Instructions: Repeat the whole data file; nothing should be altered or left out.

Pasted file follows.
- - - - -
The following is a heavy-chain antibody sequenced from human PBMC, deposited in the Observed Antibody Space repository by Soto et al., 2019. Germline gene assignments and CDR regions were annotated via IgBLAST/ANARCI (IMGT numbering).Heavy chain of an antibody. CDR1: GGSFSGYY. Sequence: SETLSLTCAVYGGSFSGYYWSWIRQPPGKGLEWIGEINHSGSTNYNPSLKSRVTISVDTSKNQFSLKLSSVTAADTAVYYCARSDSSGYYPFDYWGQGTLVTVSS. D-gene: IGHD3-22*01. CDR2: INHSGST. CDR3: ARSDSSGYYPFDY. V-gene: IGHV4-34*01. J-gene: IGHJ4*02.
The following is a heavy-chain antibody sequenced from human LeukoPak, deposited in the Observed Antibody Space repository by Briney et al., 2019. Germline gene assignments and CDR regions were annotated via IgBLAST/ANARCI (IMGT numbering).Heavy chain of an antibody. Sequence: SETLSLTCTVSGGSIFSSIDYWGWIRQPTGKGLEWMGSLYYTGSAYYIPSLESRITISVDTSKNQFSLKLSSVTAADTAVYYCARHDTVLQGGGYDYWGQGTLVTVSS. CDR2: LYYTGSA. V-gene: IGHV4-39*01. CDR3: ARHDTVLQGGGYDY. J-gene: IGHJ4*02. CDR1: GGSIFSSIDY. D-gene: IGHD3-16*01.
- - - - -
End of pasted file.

The following is a heavy-chain antibody sequenced from human PBMC, deposited in the Observed Antibody Space repository by Soto et al., 2019. Germline gene assignments and CDR regions were annotated via IgBLAST/ANARCI (IMGT numbering).Heavy chain of an antibody. CDR1: GGSFSGYY. Sequence: SETLSLTCAVYGGSFSGYYWSWIRQPPGKGLEWIGEINHSGSTNYNPSLKSRVTISVDTSKNQFSLKLSSVTAADTAVYYCARSDSSGYYPFDYWGQGTLVTVSS. D-gene: IGHD3-22*01. CDR2: INHSGST. CDR3: ARSDSSGYYPFDY. V-gene: IGHV4-34*01. J-gene: IGHJ4*02.
The following is a heavy-chain antibody sequenced from human LeukoPak, deposited in the Observed Antibody Space repository by Briney et al., 2019. Germline gene assignments and CDR regions were annotated via IgBLAST/ANARCI (IMGT numbering).Heavy chain of an antibody. Sequence: SETLSLTCTVSGGSIFSSIDYWGWIRQPTGKGLEWMGSLYYTGSAYYIPSLESRITISVDTSKNQFSLKLSSVTAADTAVYYCARHDTVLQGGGYDYWGQGTLVTVSS. CDR2: LYYTGSA. V-gene: IGHV4-39*01. CDR3: ARHDTVLQGGGYDY. J-gene: IGHJ4*02. CDR1: GGSIFSSIDY. D-gene: IGHD3-16*01.